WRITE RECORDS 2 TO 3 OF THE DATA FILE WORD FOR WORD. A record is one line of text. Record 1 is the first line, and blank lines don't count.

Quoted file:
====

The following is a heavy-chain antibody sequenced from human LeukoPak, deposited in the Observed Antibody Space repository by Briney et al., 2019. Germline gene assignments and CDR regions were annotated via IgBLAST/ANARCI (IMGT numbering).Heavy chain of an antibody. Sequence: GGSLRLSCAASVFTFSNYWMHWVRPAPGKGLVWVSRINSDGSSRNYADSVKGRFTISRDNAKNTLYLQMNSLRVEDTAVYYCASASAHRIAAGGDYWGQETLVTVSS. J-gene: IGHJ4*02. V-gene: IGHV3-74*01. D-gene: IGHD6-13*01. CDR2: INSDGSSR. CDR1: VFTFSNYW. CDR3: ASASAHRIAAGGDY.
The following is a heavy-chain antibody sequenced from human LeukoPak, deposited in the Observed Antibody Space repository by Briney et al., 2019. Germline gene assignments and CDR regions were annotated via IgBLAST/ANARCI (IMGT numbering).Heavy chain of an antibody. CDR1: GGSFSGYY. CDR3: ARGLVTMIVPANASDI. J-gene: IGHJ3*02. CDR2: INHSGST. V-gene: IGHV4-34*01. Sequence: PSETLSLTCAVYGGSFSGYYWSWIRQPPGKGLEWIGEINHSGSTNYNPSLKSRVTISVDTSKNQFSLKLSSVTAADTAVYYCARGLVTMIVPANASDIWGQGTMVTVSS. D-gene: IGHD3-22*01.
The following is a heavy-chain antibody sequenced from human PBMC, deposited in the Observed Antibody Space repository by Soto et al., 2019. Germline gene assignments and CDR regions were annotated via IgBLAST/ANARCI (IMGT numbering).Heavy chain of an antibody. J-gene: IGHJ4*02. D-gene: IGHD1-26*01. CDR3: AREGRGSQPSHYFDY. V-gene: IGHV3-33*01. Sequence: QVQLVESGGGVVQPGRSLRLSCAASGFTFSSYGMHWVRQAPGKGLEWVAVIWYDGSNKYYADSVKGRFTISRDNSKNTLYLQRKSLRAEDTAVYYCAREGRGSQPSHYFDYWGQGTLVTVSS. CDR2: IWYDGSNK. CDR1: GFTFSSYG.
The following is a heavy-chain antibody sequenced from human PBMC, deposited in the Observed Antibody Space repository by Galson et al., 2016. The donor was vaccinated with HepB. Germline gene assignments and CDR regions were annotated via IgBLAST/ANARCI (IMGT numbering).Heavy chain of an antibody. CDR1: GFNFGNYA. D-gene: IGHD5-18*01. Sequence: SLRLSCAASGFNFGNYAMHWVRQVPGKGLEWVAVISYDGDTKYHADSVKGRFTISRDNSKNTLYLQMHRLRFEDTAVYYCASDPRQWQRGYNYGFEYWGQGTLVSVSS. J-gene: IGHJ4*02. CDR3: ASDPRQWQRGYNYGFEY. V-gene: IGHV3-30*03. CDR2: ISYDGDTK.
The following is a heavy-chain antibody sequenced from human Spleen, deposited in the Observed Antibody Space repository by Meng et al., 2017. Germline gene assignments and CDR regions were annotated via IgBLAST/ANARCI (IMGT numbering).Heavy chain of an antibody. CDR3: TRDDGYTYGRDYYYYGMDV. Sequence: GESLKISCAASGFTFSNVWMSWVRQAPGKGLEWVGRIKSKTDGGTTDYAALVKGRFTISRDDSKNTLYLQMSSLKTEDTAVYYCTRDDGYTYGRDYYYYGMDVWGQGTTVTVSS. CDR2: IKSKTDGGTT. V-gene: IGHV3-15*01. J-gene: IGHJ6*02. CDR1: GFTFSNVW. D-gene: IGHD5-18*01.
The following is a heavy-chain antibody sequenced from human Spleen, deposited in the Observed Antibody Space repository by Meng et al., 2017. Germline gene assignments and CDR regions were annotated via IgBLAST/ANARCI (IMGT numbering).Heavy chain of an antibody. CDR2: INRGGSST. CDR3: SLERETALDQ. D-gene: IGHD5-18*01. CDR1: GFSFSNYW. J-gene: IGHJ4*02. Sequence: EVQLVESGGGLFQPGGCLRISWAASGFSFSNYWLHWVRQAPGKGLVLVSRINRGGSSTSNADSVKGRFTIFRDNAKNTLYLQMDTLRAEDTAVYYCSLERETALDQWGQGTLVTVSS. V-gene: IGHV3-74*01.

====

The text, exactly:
The following is a heavy-chain antibody sequenced from human LeukoPak, deposited in the Observed Antibody Space repository by Briney et al., 2019. Germline gene assignments and CDR regions were annotated via IgBLAST/ANARCI (IMGT numbering).Heavy chain of an antibody. CDR1: GGSFSGYY. CDR3: ARGLVTMIVPANASDI. J-gene: IGHJ3*02. CDR2: INHSGST. V-gene: IGHV4-34*01. Sequence: PSETLSLTCAVYGGSFSGYYWSWIRQPPGKGLEWIGEINHSGSTNYNPSLKSRVTISVDTSKNQFSLKLSSVTAADTAVYYCARGLVTMIVPANASDIWGQGTMVTVSS. D-gene: IGHD3-22*01.
The following is a heavy-chain antibody sequenced from human PBMC, deposited in the Observed Antibody Space repository by Soto et al., 2019. Germline gene assignments and CDR regions were annotated via IgBLAST/ANARCI (IMGT numbering).Heavy chain of an antibody. J-gene: IGHJ4*02. D-gene: IGHD1-26*01. CDR3: AREGRGSQPSHYFDY. V-gene: IGHV3-33*01. Sequence: QVQLVESGGGVVQPGRSLRLSCAASGFTFSSYGMHWVRQAPGKGLEWVAVIWYDGSNKYYADSVKGRFTISRDNSKNTLYLQRKSLRAEDTAVYYCAREGRGSQPSHYFDYWGQGTLVTVSS. CDR2: IWYDGSNK. CDR1: GFTFSSYG.